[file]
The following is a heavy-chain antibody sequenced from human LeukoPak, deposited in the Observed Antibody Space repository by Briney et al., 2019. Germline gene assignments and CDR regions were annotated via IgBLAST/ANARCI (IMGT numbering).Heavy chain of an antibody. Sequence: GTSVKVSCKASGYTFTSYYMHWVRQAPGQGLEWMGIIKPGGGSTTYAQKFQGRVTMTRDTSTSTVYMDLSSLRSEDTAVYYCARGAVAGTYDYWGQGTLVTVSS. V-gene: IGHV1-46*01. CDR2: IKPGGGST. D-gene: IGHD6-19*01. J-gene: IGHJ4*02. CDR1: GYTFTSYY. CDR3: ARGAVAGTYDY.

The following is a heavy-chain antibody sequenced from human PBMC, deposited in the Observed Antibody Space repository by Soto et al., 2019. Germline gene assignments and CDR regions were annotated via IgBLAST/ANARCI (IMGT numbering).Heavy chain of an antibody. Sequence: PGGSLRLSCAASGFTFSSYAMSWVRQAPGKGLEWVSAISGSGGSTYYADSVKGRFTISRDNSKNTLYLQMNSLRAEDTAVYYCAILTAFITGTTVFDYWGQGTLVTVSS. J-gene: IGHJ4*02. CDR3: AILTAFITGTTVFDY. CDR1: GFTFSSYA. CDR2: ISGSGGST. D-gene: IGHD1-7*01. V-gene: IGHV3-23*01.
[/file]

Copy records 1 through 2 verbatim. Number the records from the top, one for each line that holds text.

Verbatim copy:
The following is a heavy-chain antibody sequenced from human LeukoPak, deposited in the Observed Antibody Space repository by Briney et al., 2019. Germline gene assignments and CDR regions were annotated via IgBLAST/ANARCI (IMGT numbering).Heavy chain of an antibody. Sequence: GTSVKVSCKASGYTFTSYYMHWVRQAPGQGLEWMGIIKPGGGSTTYAQKFQGRVTMTRDTSTSTVYMDLSSLRSEDTAVYYCARGAVAGTYDYWGQGTLVTVSS. V-gene: IGHV1-46*01. CDR2: IKPGGGST. D-gene: IGHD6-19*01. J-gene: IGHJ4*02. CDR1: GYTFTSYY. CDR3: ARGAVAGTYDY.

The following is a heavy-chain antibody sequenced from human PBMC, deposited in the Observed Antibody Space repository by Soto et al., 2019. Germline gene assignments and CDR regions were annotated via IgBLAST/ANARCI (IMGT numbering).Heavy chain of an antibody. Sequence: PGGSLRLSCAASGFTFSSYAMSWVRQAPGKGLEWVSAISGSGGSTYYADSVKGRFTISRDNSKNTLYLQMNSLRAEDTAVYYCAILTAFITGTTVFDYWGQGTLVTVSS. J-gene: IGHJ4*02. CDR3: AILTAFITGTTVFDY. CDR1: GFTFSSYA. CDR2: ISGSGGST. D-gene: IGHD1-7*01. V-gene: IGHV3-23*01.